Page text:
Traditionally, network and systems management was considered a graveyard for vendor business plans. The complexity of the problem and the difficulty in boiling down a myriad of potential problem spots into a simple to use products proved too much for many suppliers. Recently, that outlook has been changing, and one vendor has expanded the reach of its management system.In business since the fall of 2007, PacketTrap Networks secured $5 million in venture capital and then delivered its PT360 management toolset to help companies diagnose network problems. The startup announced PacketTrap Perspective, a network troubleshooting and remediation solution developed for single and multiple-site networks. From a central management console, network technicians can perform tasks, such as application monitoring, traffic troubleshooting, configuring routers, and managing log files.
The new product features Smart Policies, where the system recommends monitoring and data collection settings. A Performance Baselines feature helps companies prevent false positive notifications, and the system allows users to configure alerts based on preset or periodic network behavior. A Perspective Dashboards function provides visibility into network performance, fault management, and device availability. The Perspective system is currently available, and pricing ranges from $1,995 for 100 interfaces to $16,795 for unlimited interfaces.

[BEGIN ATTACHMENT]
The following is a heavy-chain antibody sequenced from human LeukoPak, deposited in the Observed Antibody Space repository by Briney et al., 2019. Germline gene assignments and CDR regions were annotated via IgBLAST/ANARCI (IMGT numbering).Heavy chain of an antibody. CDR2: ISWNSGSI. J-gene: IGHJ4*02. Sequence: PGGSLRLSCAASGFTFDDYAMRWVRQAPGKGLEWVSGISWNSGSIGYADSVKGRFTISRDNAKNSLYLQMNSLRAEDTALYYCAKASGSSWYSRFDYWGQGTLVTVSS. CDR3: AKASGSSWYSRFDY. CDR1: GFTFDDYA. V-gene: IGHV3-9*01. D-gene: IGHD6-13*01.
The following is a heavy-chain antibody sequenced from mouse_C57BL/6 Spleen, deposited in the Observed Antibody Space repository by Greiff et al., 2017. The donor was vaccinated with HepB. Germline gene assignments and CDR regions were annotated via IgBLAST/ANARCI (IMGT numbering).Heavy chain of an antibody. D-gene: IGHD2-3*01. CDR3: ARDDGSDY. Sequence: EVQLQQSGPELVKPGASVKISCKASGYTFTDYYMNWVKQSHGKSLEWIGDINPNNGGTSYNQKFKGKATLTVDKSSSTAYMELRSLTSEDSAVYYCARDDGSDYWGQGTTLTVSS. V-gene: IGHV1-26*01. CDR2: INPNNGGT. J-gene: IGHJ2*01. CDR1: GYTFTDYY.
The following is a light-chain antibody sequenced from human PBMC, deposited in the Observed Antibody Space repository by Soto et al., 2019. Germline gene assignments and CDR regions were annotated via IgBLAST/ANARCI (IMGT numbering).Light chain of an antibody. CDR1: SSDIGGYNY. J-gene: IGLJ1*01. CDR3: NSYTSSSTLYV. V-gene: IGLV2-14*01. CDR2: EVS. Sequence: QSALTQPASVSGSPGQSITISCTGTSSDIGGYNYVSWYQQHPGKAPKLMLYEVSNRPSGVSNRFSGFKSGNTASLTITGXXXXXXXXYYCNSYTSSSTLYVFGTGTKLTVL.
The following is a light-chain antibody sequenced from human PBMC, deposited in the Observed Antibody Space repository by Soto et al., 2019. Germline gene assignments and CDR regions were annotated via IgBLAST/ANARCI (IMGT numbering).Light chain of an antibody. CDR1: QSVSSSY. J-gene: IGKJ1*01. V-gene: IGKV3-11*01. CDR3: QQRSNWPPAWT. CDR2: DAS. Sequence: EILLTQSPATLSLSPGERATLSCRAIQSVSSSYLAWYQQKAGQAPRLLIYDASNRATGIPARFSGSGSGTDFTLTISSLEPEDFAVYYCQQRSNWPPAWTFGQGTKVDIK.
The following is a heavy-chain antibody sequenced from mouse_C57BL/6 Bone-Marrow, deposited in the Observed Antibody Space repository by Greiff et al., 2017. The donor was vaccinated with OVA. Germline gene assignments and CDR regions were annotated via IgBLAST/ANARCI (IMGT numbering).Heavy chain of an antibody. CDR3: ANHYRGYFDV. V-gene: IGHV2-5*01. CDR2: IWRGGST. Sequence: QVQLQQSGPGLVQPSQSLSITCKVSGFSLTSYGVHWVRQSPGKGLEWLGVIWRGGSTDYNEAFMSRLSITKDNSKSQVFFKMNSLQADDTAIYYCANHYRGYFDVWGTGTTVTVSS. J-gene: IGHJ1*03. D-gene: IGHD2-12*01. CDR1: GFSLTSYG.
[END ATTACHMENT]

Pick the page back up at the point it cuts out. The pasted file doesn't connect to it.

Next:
After years with their needs largely ignored, small and medium businesses now find themselves with a variety of management options PacketTrap is one in a growing number of vendors targeting small and medium businesses, which have often found management tools too complex and expensive to deploy. The vendor has had some success with PT360 and is now broadening its reach so it can tangle with comprehensive management suite suppliers, such as CA, HP and IBM as wells as other novices, like GroundWork, Hyperic, Spiceworks, and Zenoss. Unlike many of the other startup suppliers, PacketTrap has built a proprietary rather than an open source system. The vendor seems to understand what is needed to make its mark, but now the real test comes: how well will its systems perform in customer sites.
How much interest do you have in management tools? What is driving that interest? What is your opinion about the various startups in this space?